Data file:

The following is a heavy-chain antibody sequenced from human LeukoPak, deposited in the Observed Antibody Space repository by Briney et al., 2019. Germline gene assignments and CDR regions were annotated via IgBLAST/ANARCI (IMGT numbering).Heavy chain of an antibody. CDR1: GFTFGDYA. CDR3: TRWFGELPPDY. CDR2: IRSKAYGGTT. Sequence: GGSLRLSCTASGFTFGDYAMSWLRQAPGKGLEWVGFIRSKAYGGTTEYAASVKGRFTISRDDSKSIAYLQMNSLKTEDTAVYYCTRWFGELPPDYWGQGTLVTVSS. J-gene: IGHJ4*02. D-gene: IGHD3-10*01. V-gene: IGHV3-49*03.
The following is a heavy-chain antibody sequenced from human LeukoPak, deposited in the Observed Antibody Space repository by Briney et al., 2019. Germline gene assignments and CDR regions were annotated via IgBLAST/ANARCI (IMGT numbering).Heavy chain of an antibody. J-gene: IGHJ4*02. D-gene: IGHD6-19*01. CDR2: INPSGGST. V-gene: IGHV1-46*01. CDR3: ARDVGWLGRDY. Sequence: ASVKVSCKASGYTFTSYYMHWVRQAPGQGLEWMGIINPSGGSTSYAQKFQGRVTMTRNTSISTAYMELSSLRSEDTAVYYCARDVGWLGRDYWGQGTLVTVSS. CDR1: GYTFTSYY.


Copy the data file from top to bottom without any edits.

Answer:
The following is a heavy-chain antibody sequenced from human LeukoPak, deposited in the Observed Antibody Space repository by Briney et al., 2019. Germline gene assignments and CDR regions were annotated via IgBLAST/ANARCI (IMGT numbering).Heavy chain of an antibody. CDR1: GFTFGDYA. CDR3: TRWFGELPPDY. CDR2: IRSKAYGGTT. Sequence: GGSLRLSCTASGFTFGDYAMSWLRQAPGKGLEWVGFIRSKAYGGTTEYAASVKGRFTISRDDSKSIAYLQMNSLKTEDTAVYYCTRWFGELPPDYWGQGTLVTVSS. J-gene: IGHJ4*02. D-gene: IGHD3-10*01. V-gene: IGHV3-49*03.
The following is a heavy-chain antibody sequenced from human LeukoPak, deposited in the Observed Antibody Space repository by Briney et al., 2019. Germline gene assignments and CDR regions were annotated via IgBLAST/ANARCI (IMGT numbering).Heavy chain of an antibody. J-gene: IGHJ4*02. D-gene: IGHD6-19*01. CDR2: INPSGGST. V-gene: IGHV1-46*01. CDR3: ARDVGWLGRDY. Sequence: ASVKVSCKASGYTFTSYYMHWVRQAPGQGLEWMGIINPSGGSTSYAQKFQGRVTMTRNTSISTAYMELSSLRSEDTAVYYCARDVGWLGRDYWGQGTLVTVSS. CDR1: GYTFTSYY.